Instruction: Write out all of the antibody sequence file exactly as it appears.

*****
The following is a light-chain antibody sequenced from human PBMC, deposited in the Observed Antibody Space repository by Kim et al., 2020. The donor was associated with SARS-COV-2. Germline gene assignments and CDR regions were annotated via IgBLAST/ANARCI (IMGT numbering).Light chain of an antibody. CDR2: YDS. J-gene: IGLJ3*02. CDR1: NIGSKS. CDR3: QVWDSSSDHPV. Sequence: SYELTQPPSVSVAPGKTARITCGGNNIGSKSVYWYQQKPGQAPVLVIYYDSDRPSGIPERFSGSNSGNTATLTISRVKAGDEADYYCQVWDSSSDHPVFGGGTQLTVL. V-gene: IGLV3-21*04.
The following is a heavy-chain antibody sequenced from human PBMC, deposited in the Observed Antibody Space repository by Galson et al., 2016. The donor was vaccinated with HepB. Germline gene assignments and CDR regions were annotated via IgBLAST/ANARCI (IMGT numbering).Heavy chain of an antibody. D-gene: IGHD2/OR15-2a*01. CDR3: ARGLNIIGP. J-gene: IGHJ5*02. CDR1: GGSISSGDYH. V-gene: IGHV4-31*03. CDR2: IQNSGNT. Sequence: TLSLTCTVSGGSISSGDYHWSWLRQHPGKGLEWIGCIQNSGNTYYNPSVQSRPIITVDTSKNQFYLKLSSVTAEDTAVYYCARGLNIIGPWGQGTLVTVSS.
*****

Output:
The following is a light-chain antibody sequenced from human PBMC, deposited in the Observed Antibody Space repository by Kim et al., 2020. The donor was associated with SARS-COV-2. Germline gene assignments and CDR regions were annotated via IgBLAST/ANARCI (IMGT numbering).Light chain of an antibody. CDR2: YDS. J-gene: IGLJ3*02. CDR1: NIGSKS. CDR3: QVWDSSSDHPV. Sequence: SYELTQPPSVSVAPGKTARITCGGNNIGSKSVYWYQQKPGQAPVLVIYYDSDRPSGIPERFSGSNSGNTATLTISRVKAGDEADYYCQVWDSSSDHPVFGGGTQLTVL. V-gene: IGLV3-21*04.
The following is a heavy-chain antibody sequenced from human PBMC, deposited in the Observed Antibody Space repository by Galson et al., 2016. The donor was vaccinated with HepB. Germline gene assignments and CDR regions were annotated via IgBLAST/ANARCI (IMGT numbering).Heavy chain of an antibody. D-gene: IGHD2/OR15-2a*01. CDR3: ARGLNIIGP. J-gene: IGHJ5*02. CDR1: GGSISSGDYH. V-gene: IGHV4-31*03. CDR2: IQNSGNT. Sequence: TLSLTCTVSGGSISSGDYHWSWLRQHPGKGLEWIGCIQNSGNTYYNPSVQSRPIITVDTSKNQFYLKLSSVTAEDTAVYYCARGLNIIGPWGQGTLVTVSS.